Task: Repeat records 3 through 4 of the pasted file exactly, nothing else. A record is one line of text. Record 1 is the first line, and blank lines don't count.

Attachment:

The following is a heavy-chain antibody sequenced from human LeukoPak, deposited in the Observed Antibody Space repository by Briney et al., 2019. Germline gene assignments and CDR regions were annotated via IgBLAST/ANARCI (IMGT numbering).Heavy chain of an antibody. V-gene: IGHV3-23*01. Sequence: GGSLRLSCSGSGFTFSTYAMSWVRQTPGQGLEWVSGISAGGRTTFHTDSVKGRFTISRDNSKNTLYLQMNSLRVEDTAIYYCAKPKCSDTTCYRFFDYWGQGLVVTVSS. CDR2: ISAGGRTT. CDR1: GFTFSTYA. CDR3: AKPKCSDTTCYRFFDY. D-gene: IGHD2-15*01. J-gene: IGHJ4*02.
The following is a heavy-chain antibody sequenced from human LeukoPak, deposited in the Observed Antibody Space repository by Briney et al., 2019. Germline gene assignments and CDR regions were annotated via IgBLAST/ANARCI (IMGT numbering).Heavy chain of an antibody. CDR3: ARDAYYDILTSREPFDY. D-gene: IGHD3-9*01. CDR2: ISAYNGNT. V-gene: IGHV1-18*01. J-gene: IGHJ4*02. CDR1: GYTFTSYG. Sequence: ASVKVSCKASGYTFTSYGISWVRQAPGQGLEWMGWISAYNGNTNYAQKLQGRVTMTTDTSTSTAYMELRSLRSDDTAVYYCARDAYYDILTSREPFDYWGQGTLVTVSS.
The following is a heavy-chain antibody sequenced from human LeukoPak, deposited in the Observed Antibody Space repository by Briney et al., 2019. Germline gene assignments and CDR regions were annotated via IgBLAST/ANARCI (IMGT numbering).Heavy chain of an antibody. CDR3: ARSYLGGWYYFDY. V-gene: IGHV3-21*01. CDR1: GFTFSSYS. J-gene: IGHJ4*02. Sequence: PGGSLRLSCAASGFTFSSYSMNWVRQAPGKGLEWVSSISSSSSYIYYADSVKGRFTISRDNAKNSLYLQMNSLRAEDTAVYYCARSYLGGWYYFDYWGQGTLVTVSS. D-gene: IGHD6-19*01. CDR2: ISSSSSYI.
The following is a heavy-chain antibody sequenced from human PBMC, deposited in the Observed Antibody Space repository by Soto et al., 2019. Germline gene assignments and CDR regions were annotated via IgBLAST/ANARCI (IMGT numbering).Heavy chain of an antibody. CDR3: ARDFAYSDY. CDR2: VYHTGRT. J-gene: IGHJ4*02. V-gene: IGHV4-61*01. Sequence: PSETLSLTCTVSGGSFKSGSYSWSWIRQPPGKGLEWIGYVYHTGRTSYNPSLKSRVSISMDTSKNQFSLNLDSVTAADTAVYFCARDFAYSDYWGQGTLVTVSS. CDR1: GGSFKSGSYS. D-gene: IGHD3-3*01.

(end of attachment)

The following is a heavy-chain antibody sequenced from human LeukoPak, deposited in the Observed Antibody Space repository by Briney et al., 2019. Germline gene assignments and CDR regions were annotated via IgBLAST/ANARCI (IMGT numbering).Heavy chain of an antibody. CDR3: ARSYLGGWYYFDY. V-gene: IGHV3-21*01. CDR1: GFTFSSYS. J-gene: IGHJ4*02. Sequence: PGGSLRLSCAASGFTFSSYSMNWVRQAPGKGLEWVSSISSSSSYIYYADSVKGRFTISRDNAKNSLYLQMNSLRAEDTAVYYCARSYLGGWYYFDYWGQGTLVTVSS. D-gene: IGHD6-19*01. CDR2: ISSSSSYI.
The following is a heavy-chain antibody sequenced from human PBMC, deposited in the Observed Antibody Space repository by Soto et al., 2019. Germline gene assignments and CDR regions were annotated via IgBLAST/ANARCI (IMGT numbering).Heavy chain of an antibody. CDR3: ARDFAYSDY. CDR2: VYHTGRT. J-gene: IGHJ4*02. V-gene: IGHV4-61*01. Sequence: PSETLSLTCTVSGGSFKSGSYSWSWIRQPPGKGLEWIGYVYHTGRTSYNPSLKSRVSISMDTSKNQFSLNLDSVTAADTAVYFCARDFAYSDYWGQGTLVTVSS. CDR1: GGSFKSGSYS. D-gene: IGHD3-3*01.